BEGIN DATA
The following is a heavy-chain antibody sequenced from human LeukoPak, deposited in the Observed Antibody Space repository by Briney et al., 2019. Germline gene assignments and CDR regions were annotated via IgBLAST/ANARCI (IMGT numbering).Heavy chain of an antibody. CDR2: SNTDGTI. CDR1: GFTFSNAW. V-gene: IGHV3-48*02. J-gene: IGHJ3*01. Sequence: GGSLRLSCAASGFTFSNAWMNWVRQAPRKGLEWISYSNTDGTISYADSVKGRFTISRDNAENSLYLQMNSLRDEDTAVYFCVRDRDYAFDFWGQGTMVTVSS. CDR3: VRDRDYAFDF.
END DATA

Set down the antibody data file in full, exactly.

The following is a heavy-chain antibody sequenced from human LeukoPak, deposited in the Observed Antibody Space repository by Briney et al., 2019. Germline gene assignments and CDR regions were annotated via IgBLAST/ANARCI (IMGT numbering).Heavy chain of an antibody. CDR2: SNTDGTI. CDR1: GFTFSNAW. V-gene: IGHV3-48*02. J-gene: IGHJ3*01. Sequence: GGSLRLSCAASGFTFSNAWMNWVRQAPRKGLEWISYSNTDGTISYADSVKGRFTISRDNAENSLYLQMNSLRDEDTAVYFCVRDRDYAFDFWGQGTMVTVSS. CDR3: VRDRDYAFDF.